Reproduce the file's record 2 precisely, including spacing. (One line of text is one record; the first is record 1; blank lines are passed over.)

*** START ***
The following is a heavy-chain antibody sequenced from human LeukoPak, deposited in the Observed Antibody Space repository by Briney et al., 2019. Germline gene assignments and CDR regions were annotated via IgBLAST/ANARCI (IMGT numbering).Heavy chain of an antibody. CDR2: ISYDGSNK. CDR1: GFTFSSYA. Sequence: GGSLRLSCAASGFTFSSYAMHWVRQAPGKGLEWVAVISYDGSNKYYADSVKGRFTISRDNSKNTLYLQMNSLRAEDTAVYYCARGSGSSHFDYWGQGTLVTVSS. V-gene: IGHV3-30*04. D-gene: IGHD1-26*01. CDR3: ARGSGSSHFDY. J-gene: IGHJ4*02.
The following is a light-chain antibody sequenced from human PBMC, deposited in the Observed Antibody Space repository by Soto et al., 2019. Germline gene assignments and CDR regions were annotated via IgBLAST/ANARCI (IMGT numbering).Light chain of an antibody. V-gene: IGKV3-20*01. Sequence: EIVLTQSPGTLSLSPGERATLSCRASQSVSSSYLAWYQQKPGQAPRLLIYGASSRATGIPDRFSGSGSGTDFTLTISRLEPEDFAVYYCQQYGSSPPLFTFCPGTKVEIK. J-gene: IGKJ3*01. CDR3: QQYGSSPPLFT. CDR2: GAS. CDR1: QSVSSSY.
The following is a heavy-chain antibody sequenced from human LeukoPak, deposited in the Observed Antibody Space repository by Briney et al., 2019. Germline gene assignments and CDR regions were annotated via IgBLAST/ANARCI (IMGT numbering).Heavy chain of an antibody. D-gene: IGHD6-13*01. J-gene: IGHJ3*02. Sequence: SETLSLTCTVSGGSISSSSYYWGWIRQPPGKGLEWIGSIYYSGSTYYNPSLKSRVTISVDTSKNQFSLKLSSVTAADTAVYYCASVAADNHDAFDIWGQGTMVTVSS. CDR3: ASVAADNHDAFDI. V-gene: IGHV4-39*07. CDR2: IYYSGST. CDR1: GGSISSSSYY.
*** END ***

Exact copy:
The following is a light-chain antibody sequenced from human PBMC, deposited in the Observed Antibody Space repository by Soto et al., 2019. Germline gene assignments and CDR regions were annotated via IgBLAST/ANARCI (IMGT numbering).Light chain of an antibody. V-gene: IGKV3-20*01. Sequence: EIVLTQSPGTLSLSPGERATLSCRASQSVSSSYLAWYQQKPGQAPRLLIYGASSRATGIPDRFSGSGSGTDFTLTISRLEPEDFAVYYCQQYGSSPPLFTFCPGTKVEIK. J-gene: IGKJ3*01. CDR3: QQYGSSPPLFT. CDR2: GAS. CDR1: QSVSSSY.